- Compute the wind force and yaw moment;
- Compute mooring forces and safety factors for mooring lines by assuming that the ship is moored with the 6 mooring lines that are depicted in red in Figure 1, by assuming that the origin of the axes is placed over the pivot point (PP) and assigning the following values to bollards and chocks x,y coordinates, where x is along the ship center line and y is along the transversal direction:
- B1 = (-50; -10);
- B2 = (-35; -10);
- B3 = (-5; -10);
- B4 = (12; -10);
- B5 = (42; -10);
- B6 = (57; -10);
- C1 = (-50; -4);
- C2 = (-42; -5);
- C3 = (-10; -5.5);
- C4 = (17; -5.5);
- C5 = (49; -5);
- C6 = (57; -4).
- the mooring lines are horizontal;
- Mooring lines are 15% longer - from bitts to bollards - than the distance between bollards and chocks.
Figure 1. Mooring lines for the shipBox 0: Displacement of mooring lines
- The least possible number of mooring lines shall be adopted, to simplify mooring maneuvers and tensioning;
- The mooring lines and the fenders should be simmetrically distributed with respect to the center of the ship. The objective is to distribute the loads homogeneously among all the moorings or fenders and reduce the coupling between different movements. For the calculation it is assumed that the mooring remain tensioned at all times;
- The mooring lines shall be laid as horizontally as possible to reduce the force component on the line itself. The maximum vertical angle should be 25-30 degrees in the worst loading condition and water level;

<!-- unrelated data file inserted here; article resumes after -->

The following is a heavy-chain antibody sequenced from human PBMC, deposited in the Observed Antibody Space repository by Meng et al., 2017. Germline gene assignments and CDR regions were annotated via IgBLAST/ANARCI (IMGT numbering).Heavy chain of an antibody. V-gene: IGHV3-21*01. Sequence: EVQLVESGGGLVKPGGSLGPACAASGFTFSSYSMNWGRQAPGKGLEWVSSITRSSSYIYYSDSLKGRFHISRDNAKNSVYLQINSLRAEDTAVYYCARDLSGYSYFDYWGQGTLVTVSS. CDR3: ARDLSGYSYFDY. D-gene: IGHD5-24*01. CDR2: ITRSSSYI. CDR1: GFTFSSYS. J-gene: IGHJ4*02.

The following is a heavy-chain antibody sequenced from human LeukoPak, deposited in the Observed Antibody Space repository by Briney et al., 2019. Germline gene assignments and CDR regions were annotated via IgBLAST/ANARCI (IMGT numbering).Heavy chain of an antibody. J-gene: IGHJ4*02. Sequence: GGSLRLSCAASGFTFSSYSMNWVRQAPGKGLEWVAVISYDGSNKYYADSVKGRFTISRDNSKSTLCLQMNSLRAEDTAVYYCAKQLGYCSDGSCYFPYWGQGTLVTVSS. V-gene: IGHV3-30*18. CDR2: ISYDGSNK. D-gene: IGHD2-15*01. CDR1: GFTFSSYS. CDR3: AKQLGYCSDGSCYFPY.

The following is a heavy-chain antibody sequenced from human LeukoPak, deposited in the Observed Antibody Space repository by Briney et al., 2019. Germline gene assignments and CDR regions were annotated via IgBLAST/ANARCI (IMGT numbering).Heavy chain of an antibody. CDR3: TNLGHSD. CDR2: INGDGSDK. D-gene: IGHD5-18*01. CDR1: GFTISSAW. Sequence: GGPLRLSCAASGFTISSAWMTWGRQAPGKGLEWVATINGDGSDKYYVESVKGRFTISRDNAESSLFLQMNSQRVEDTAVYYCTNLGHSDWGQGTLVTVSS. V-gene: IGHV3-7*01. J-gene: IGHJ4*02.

- The mooring lines shall be laid out as aligned as possible with the movement they seek to restrict;
- For longitudinal mooring, and continuous berthing lines, the optimum disposition of the mooring lines shall consist of head, stern, and breast lines drawn from the ship as close to bow and stern as possible, together with springs connected to the ship at bow and stern at distances equivalent to 1/4 of the length;
- The bow and stern lines shall be laid out forming 45 ± 15 degrees with the longitudinal axis of the ship. The breast lines (B1 and B6 in figure 1) shall be perpendicular to this axis, but layouts with angles of 90° ± 30°can be admitted. The spring lines (B2 and B5 in figure 1) should form angles of 5 to 10°. Other configurations, especially those that omit the breast lines are also customary;
- Likewise, for large ships, spring line duplication can occur, located symmetrically with respect to the bow and stern;
- The mooring lines of the same function (breast lines, bow or stern lines or spring lines) should be of the same material and of equal length in order to maintain load symmetry;